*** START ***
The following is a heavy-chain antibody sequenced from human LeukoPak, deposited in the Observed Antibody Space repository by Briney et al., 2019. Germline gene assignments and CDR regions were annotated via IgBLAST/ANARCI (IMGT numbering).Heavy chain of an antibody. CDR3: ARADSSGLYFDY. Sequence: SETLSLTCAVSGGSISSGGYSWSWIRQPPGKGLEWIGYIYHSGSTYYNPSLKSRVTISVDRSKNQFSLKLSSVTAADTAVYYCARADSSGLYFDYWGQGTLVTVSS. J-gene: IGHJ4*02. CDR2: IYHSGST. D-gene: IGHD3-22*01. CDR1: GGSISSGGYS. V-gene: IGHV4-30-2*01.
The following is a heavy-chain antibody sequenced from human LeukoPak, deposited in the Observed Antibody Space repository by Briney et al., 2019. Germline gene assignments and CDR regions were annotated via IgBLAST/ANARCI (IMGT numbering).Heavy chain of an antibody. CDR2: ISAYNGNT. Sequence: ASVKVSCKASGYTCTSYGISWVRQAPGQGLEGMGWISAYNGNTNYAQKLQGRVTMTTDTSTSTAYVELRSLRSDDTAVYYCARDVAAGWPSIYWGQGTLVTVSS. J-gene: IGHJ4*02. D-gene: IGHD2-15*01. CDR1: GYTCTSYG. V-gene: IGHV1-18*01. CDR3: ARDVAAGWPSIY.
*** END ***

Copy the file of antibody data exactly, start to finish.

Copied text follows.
The following is a heavy-chain antibody sequenced from human LeukoPak, deposited in the Observed Antibody Space repository by Briney et al., 2019. Germline gene assignments and CDR regions were annotated via IgBLAST/ANARCI (IMGT numbering).Heavy chain of an antibody. CDR3: ARADSSGLYFDY. Sequence: SETLSLTCAVSGGSISSGGYSWSWIRQPPGKGLEWIGYIYHSGSTYYNPSLKSRVTISVDRSKNQFSLKLSSVTAADTAVYYCARADSSGLYFDYWGQGTLVTVSS. J-gene: IGHJ4*02. CDR2: IYHSGST. D-gene: IGHD3-22*01. CDR1: GGSISSGGYS. V-gene: IGHV4-30-2*01.
The following is a heavy-chain antibody sequenced from human LeukoPak, deposited in the Observed Antibody Space repository by Briney et al., 2019. Germline gene assignments and CDR regions were annotated via IgBLAST/ANARCI (IMGT numbering).Heavy chain of an antibody. CDR2: ISAYNGNT. Sequence: ASVKVSCKASGYTCTSYGISWVRQAPGQGLEGMGWISAYNGNTNYAQKLQGRVTMTTDTSTSTAYVELRSLRSDDTAVYYCARDVAAGWPSIYWGQGTLVTVSS. J-gene: IGHJ4*02. D-gene: IGHD2-15*01. CDR1: GYTCTSYG. V-gene: IGHV1-18*01. CDR3: ARDVAAGWPSIY.